Extending your reach back to the earlier design stages, at least as far as preclinical testing for example, may provide unanticipated benefits in your product development efforts – leading to speedier and more efficient progress toward your ultimate goal of delivering safe and beneficial products to patients.
The basic structural differences between human, in vivo and in vitro models can result in different outcomes in the safety and performance of a medical device. Preclinical studies, which involve in vivo and in vitro models, are executed to develop and assess new medical device technologies and evaluate the potential safety and efficacy of the devices. Clearly, what you learn in early studies can help you know what to look for in later studies; that is a primary reason such studies are required. However, with planning, more can be gained from the preclinical studies to aid in the design and development of human clinical trials, whether pre- or post-market.
The purpose of conducting clinical studies is to evaluate the safety and performance, or effectiveness, of the device in humans; feasibility or pilot trials can provide information to further refine the device as well as increase the efficiency of the development process. It is important to conduct preclinical studies as they can offer insight to problems that may occur during clinical studies and help to identify potential risks that could be mitigated prior to the human trial. Sometimes a product appears to work well in bench models, but when you test the device in an in vivo model, other issues are discovered. Receiving and understanding this input can prevent unpleasant discoveries during clinical trials, especially when the cost of the discovery is significant to patients and the cost in terms of time and money is at its highest. In addition to improving the device and study design, uncovering these types of issues early can also provide information on how to and how much training Principal Investigators are going to need to use the product correctly.
Bringing together preclinical staff and clinical trial managers at the beginning of the preclinical studies offers multiple benefits and is worth the extra investment as product development proceeds. The following are just a few areas where efficiencies can make a big difference:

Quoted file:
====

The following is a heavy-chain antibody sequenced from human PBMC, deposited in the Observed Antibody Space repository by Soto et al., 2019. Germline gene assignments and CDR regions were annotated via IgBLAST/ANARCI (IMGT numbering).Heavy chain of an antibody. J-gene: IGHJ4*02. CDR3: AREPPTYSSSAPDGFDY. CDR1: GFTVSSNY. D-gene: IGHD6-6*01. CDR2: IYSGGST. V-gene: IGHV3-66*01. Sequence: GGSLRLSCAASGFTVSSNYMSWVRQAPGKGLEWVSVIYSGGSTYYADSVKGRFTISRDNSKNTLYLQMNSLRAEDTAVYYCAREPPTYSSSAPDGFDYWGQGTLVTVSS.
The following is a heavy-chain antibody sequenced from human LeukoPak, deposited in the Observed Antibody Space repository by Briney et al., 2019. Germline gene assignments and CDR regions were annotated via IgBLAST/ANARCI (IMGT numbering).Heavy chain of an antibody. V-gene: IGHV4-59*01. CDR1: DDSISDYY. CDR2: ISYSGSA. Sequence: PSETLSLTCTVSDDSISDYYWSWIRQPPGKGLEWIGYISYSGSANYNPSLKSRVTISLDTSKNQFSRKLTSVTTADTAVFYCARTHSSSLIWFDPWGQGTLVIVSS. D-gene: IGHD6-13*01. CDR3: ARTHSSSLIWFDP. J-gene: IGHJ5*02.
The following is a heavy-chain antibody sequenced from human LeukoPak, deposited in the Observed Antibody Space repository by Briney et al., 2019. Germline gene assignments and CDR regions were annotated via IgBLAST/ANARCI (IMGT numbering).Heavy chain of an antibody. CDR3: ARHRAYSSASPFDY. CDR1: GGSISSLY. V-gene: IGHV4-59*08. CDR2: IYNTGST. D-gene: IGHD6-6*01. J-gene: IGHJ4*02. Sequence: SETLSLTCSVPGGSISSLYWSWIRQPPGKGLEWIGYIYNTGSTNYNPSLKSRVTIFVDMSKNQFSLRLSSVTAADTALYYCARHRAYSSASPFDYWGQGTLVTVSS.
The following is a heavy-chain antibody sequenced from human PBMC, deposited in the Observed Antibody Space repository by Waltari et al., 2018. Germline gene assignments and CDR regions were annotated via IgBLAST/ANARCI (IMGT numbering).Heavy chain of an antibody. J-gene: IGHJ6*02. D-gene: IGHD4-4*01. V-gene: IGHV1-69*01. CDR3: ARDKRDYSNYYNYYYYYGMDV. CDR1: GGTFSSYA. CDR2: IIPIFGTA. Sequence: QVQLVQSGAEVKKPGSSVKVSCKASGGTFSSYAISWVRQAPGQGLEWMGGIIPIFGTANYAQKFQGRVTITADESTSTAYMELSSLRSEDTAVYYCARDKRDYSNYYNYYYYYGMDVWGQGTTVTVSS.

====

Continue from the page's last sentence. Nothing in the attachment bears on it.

Case Report Form (CRF) design – Leverage the data collection form used for the preclinical study into the clinical trial by getting input from the clinical manager on how the data should be gathered. The clinical manager should also provide input into what data collection points could be collected that may be vital to the clinical trial. An additional benefit is that completing the data collection could be more efficient for the preclinical study director.
Database preparation – Electronic data capture in clinical trials is becoming the norm. We have found value in developing a database for our preclinical studies using the same or compatible data management systems and then using that building block for designing the clinical trial database. The preclinical trial can expose awkward data entry as well as reduce the cost of the clinical database development.
Adverse events and technical failures– Evaluate all adverse events identified during either bench or preclinical testing for risk mitigation. What can be designed out? What should be changed in the clinical protocol? What additional or different training of investigators could reduce the risks?
A vital step in the “benchtop to bedside” process model is the move from research and preclinical testing to “first-in-human” (FIH) studies. Several US-based companies choose to conduct FIH studies in EU member countries since the approval process there is fairly straightforward. Selecting a European “Authorized Representative” is a critical part of planning an FIH study in Europe.
To read the next blog in this series, The Need for an Authorized Representative for Clinical Trials in the EU, click here.